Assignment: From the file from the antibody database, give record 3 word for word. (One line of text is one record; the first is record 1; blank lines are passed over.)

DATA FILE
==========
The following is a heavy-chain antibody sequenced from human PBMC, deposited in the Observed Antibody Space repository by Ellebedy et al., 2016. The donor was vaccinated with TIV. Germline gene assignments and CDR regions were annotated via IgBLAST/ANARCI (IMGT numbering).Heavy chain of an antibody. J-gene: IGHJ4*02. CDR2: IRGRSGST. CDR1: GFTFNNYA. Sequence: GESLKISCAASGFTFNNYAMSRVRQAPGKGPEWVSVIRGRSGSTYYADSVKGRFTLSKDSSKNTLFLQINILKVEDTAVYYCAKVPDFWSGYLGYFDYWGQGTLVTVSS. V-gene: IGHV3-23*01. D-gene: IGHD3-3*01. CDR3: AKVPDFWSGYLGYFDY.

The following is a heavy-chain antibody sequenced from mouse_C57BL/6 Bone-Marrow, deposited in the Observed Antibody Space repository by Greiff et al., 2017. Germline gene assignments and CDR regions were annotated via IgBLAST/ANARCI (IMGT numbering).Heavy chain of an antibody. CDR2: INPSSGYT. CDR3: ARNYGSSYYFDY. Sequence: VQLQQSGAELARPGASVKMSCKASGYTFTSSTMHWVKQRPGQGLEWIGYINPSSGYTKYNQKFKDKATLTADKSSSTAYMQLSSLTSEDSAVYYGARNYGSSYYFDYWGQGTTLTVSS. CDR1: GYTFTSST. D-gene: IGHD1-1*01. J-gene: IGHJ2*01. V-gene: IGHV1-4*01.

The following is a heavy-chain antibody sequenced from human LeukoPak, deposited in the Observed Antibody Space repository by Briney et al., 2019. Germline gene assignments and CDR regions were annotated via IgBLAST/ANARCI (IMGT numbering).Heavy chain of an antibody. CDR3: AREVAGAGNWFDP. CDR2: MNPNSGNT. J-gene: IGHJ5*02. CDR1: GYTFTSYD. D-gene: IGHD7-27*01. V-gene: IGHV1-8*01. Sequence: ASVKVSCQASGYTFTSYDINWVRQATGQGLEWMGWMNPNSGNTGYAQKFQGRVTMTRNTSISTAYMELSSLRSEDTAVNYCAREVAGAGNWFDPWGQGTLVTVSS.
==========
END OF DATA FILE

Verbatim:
The following is a heavy-chain antibody sequenced from human LeukoPak, deposited in the Observed Antibody Space repository by Briney et al., 2019. Germline gene assignments and CDR regions were annotated via IgBLAST/ANARCI (IMGT numbering).Heavy chain of an antibody. CDR3: AREVAGAGNWFDP. CDR2: MNPNSGNT. J-gene: IGHJ5*02. CDR1: GYTFTSYD. D-gene: IGHD7-27*01. V-gene: IGHV1-8*01. Sequence: ASVKVSCQASGYTFTSYDINWVRQATGQGLEWMGWMNPNSGNTGYAQKFQGRVTMTRNTSISTAYMELSSLRSEDTAVNYCAREVAGAGNWFDPWGQGTLVTVSS.